How long does it take for the increased activity due to a novel stimulus to cause an increase in synapse generation?

There are many studies which show that the number of synapses in the brain increases within 24 hours of doing a novel task, so I know the number is less than 24 hours. I'm interested in questions like "If I do yoga for an hour, will the later part of the hour benefit from synapse creation caused from earlier in the hour?" Obviously I don't know if yoga in particular would benefit from said synapses, but if synaptogenesis is not up-regulated in less than an hour, then I can certainly rule such an effect out.


1 Answer 1


Synaptogenesis at such a fine temporal resolution is currently still best studied in animal models and reduced preparations where the activity levels can be more precisely controlled and advanced imaging methods can be used to monitor morphological changes. A series of studies with relatively high temporal and spatial resolution have been carried out in vitro and in vivo with two-photon microscopy on dendritic spines, which are considered as a proxy for the existence of synapses, since ~98% of them contain one.

The fastest effect after stimulation is the enlargement of pre-existing or newly-formed spines and their synapses, as fast as ~2 min (Matsuzaki et al. 2004, Harvey et al. 2007, Hill and Zito 2013). Next, immature structures (often called filopodia) are starting to form within the first ~15 min (Maletic-Savatic et al. 1999). It is not yet clear what percentage of those structures bear an actual synapse, however they certainly have the potential to obtain one. A more gradual increase in the number of spines that persist for several hours and are very likely to contain a synapse occurs in later stages, ~30 min after stimulation (Engert and Bonhoeffer, 1999; Nägerl et al., 2004, 2007). However, note that the overall spine density is almost never affected in vivo (Holtmaat and Svoboda 2009), which indicates that compensating mechanisms counter-balance any synaptogenesis, so you should not expect to see an overall increased number of synapses.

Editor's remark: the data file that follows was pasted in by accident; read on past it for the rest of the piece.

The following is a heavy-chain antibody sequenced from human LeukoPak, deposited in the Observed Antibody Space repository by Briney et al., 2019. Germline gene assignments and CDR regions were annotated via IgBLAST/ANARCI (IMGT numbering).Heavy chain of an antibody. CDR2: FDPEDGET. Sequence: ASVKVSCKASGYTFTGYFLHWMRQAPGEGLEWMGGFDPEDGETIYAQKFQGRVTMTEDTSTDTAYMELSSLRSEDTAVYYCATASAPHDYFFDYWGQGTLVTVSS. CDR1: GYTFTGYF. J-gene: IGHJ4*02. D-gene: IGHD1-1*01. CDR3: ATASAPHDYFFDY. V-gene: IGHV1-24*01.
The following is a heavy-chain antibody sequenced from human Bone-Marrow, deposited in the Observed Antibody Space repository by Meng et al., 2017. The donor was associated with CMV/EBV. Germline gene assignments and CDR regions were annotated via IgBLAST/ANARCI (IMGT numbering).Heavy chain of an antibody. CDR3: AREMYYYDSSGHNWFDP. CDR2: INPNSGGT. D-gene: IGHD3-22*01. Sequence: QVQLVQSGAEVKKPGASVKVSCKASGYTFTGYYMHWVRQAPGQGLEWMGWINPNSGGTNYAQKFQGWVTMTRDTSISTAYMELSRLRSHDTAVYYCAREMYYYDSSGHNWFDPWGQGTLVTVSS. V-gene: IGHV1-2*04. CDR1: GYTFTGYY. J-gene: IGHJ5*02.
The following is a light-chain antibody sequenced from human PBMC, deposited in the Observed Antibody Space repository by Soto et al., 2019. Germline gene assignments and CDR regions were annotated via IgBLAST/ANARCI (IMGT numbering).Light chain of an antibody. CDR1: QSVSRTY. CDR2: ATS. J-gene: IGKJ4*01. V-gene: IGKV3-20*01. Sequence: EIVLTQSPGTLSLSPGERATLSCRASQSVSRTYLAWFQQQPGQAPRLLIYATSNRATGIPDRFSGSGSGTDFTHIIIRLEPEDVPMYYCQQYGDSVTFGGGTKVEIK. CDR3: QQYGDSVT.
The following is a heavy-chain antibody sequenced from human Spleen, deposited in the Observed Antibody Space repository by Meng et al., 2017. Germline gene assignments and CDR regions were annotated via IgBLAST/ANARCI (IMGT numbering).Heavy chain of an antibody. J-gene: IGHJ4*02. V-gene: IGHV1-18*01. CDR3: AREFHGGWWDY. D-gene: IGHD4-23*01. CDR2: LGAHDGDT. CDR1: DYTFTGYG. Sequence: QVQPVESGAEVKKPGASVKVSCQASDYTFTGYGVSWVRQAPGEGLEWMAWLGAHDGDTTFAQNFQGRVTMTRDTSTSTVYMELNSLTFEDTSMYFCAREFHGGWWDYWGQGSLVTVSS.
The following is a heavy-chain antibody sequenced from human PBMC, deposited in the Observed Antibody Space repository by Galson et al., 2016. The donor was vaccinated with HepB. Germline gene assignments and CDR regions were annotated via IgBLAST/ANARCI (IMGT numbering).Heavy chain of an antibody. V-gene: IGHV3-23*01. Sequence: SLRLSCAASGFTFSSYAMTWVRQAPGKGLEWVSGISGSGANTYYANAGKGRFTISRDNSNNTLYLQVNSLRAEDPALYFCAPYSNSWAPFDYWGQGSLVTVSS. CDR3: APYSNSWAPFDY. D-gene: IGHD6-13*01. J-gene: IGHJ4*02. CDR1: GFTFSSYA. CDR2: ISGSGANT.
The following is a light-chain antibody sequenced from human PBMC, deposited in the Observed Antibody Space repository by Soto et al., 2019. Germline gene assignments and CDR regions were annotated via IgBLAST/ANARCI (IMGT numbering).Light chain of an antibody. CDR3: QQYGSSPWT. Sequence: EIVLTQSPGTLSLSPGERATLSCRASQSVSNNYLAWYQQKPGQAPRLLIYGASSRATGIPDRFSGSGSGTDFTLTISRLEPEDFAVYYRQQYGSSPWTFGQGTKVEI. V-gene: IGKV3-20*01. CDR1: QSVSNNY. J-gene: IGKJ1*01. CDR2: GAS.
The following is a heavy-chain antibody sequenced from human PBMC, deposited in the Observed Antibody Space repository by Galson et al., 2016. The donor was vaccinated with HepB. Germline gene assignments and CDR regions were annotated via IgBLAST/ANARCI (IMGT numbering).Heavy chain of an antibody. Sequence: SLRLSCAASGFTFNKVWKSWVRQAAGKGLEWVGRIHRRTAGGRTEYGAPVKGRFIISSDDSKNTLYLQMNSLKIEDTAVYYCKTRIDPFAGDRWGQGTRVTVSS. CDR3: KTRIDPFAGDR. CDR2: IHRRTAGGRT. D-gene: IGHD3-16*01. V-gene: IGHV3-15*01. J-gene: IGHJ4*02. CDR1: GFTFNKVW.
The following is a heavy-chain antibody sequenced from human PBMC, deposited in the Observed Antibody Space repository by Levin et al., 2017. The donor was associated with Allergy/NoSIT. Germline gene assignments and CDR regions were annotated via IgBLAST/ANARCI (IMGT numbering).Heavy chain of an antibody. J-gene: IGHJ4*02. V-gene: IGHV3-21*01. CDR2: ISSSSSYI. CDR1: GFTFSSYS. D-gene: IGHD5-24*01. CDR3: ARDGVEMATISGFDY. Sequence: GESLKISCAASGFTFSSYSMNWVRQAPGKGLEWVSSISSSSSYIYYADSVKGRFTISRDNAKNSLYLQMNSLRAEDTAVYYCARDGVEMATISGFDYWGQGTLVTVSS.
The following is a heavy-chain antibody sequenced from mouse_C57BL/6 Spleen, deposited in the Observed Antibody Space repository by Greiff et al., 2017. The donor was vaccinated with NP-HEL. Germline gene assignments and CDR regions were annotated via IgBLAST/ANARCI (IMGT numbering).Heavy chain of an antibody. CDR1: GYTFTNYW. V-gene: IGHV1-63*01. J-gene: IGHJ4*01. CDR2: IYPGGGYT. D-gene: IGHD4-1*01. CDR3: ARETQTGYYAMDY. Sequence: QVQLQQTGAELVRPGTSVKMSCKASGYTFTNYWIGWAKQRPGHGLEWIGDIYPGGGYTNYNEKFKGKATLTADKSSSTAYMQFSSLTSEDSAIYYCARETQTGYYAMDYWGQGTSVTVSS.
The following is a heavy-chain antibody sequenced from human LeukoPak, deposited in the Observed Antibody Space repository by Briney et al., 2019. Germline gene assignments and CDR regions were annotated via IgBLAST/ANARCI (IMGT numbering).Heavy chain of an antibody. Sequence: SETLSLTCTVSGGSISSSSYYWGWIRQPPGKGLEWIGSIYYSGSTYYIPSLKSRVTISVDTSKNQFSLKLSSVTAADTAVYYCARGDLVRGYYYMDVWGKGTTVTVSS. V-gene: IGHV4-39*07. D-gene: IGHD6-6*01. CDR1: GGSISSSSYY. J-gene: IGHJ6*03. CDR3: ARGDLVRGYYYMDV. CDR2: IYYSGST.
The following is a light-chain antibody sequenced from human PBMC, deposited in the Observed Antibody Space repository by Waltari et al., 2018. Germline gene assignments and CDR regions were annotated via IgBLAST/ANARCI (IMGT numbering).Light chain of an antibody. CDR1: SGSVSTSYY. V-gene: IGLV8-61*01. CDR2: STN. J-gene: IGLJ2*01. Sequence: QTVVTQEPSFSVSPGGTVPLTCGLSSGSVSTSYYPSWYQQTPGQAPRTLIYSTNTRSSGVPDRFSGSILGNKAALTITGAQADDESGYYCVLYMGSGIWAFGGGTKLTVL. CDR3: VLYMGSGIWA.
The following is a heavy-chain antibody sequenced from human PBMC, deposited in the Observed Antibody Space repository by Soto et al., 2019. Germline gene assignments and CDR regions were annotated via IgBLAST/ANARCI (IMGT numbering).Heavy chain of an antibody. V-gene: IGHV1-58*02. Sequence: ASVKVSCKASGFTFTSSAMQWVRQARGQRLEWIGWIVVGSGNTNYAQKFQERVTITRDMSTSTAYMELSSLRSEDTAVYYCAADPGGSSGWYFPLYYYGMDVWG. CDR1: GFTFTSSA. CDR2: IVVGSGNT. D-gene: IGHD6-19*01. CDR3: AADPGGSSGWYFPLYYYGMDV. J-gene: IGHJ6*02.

- Matsuzaki, M., Honkura, N., Ellis-Davies, G. C. R., & Kasai, H. (2004). Structural basis of long-term potentiation in single dendritic spines. Nature, 429(6993), 761–766. https://doi.org/10.1038/nature02617
- Harvey, C. D., & Svoboda, K. (2007). Locally dynamic synaptic learning rules in pyramidal neuron dendrites. Nature, 450(7173), 1195–1200. https://doi.org/10.1038/nature06416
- Hill, T. C., & Zito, K. (2013). LTP-Induced Long-Term Stabilization of Individual Nascent Dendritic Spines. Journal of Neuroscience, 33(2), 678–686. https://doi.org/10.1523/JNEUROSCI.1404-12.2013
- Maletic-Savatic, M., Malinow, R., & Svoboda, K. (1999). Rapid dendritic morphogenesis in CA1 hippocampal dendrites induced by synaptic activity. Science (New York, N.Y.), 283(5409), 1923–1927. https://doi.org/10.1126/science.283.5409.1923
- Engert, F., & Bonhoeffer, T. (1999). Dendritic spine changes associated with hippocampal long-term synaptic plasticity. Nature, 399(6731), 66–70. https://doi.org/10.1038/19978
- Nägerl, U. V., Eberhorn, N., Cambridge, S. B., & Bonhoeffer, T. (2004). Bidirectional Activity-Dependent Morphological Plasticity in Hippocampal Neurons. Neuron, 44(5), 759–767. https://doi.org/10.1016/j.neuron.2004.11.016
- Nagerl, U. V., Kostinger, G., Anderson, J. C., Martin, K. A. C., & Bonhoeffer, T. (2007). Protracted Synaptogenesis after Activity-Dependent Spinogenesis in Hippocampal Neurons. Journal of Neuroscience, 27(30), 8149–8156. https://doi.org/10.1523/JNEUROSCI.0511-07.2007
- Holtmaat, A., & Svoboda, K. (2009). Experience-dependent structural synaptic plasticity in the mammalian brain. Nature Reviews Neuroscience, 10(9), 647–658. https://doi.org/10.1038/nrn2699


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